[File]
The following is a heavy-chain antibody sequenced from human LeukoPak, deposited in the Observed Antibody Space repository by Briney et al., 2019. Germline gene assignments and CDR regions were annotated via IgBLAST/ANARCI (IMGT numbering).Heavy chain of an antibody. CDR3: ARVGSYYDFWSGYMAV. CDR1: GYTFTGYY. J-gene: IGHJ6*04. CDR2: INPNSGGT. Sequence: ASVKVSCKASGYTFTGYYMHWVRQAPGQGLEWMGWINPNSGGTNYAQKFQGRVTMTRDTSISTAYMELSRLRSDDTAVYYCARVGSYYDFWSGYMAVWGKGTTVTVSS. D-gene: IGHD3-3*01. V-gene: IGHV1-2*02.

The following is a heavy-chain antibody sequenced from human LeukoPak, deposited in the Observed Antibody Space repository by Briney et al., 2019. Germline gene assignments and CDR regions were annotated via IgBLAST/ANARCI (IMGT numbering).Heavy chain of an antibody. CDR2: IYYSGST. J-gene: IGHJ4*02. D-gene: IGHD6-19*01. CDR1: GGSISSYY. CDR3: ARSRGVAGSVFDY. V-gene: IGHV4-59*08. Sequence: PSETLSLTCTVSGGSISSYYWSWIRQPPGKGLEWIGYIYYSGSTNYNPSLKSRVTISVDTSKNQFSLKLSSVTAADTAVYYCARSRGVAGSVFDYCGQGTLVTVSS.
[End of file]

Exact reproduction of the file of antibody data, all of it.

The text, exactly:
The following is a heavy-chain antibody sequenced from human LeukoPak, deposited in the Observed Antibody Space repository by Briney et al., 2019. Germline gene assignments and CDR regions were annotated via IgBLAST/ANARCI (IMGT numbering).Heavy chain of an antibody. CDR3: ARVGSYYDFWSGYMAV. CDR1: GYTFTGYY. J-gene: IGHJ6*04. CDR2: INPNSGGT. Sequence: ASVKVSCKASGYTFTGYYMHWVRQAPGQGLEWMGWINPNSGGTNYAQKFQGRVTMTRDTSISTAYMELSRLRSDDTAVYYCARVGSYYDFWSGYMAVWGKGTTVTVSS. D-gene: IGHD3-3*01. V-gene: IGHV1-2*02.

The following is a heavy-chain antibody sequenced from human LeukoPak, deposited in the Observed Antibody Space repository by Briney et al., 2019. Germline gene assignments and CDR regions were annotated via IgBLAST/ANARCI (IMGT numbering).Heavy chain of an antibody. CDR2: IYYSGST. J-gene: IGHJ4*02. D-gene: IGHD6-19*01. CDR1: GGSISSYY. CDR3: ARSRGVAGSVFDY. V-gene: IGHV4-59*08. Sequence: PSETLSLTCTVSGGSISSYYWSWIRQPPGKGLEWIGYIYYSGSTNYNPSLKSRVTISVDTSKNQFSLKLSSVTAADTAVYYCARSRGVAGSVFDYCGQGTLVTVSS.